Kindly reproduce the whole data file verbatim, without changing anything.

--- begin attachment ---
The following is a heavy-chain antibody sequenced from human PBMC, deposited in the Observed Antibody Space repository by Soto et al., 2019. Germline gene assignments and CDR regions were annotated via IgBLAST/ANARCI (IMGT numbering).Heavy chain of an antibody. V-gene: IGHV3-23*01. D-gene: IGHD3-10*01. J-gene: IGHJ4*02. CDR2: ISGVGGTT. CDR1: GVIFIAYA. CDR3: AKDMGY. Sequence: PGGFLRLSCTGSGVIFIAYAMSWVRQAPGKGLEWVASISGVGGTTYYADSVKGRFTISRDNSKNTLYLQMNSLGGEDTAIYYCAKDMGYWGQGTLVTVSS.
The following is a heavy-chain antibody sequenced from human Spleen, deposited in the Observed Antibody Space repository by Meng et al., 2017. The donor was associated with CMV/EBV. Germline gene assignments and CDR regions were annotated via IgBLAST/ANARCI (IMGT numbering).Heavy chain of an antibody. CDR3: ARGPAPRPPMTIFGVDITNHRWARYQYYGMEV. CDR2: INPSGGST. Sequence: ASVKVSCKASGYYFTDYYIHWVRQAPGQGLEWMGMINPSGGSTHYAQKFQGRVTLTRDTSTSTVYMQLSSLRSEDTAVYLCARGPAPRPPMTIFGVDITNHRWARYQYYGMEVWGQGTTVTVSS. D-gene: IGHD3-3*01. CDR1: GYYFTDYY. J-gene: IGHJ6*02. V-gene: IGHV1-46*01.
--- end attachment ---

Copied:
The following is a heavy-chain antibody sequenced from human PBMC, deposited in the Observed Antibody Space repository by Soto et al., 2019. Germline gene assignments and CDR regions were annotated via IgBLAST/ANARCI (IMGT numbering).Heavy chain of an antibody. V-gene: IGHV3-23*01. D-gene: IGHD3-10*01. J-gene: IGHJ4*02. CDR2: ISGVGGTT. CDR1: GVIFIAYA. CDR3: AKDMGY. Sequence: PGGFLRLSCTGSGVIFIAYAMSWVRQAPGKGLEWVASISGVGGTTYYADSVKGRFTISRDNSKNTLYLQMNSLGGEDTAIYYCAKDMGYWGQGTLVTVSS.
The following is a heavy-chain antibody sequenced from human Spleen, deposited in the Observed Antibody Space repository by Meng et al., 2017. The donor was associated with CMV/EBV. Germline gene assignments and CDR regions were annotated via IgBLAST/ANARCI (IMGT numbering).Heavy chain of an antibody. CDR3: ARGPAPRPPMTIFGVDITNHRWARYQYYGMEV. CDR2: INPSGGST. Sequence: ASVKVSCKASGYYFTDYYIHWVRQAPGQGLEWMGMINPSGGSTHYAQKFQGRVTLTRDTSTSTVYMQLSSLRSEDTAVYLCARGPAPRPPMTIFGVDITNHRWARYQYYGMEVWGQGTTVTVSS. D-gene: IGHD3-3*01. CDR1: GYYFTDYY. J-gene: IGHJ6*02. V-gene: IGHV1-46*01.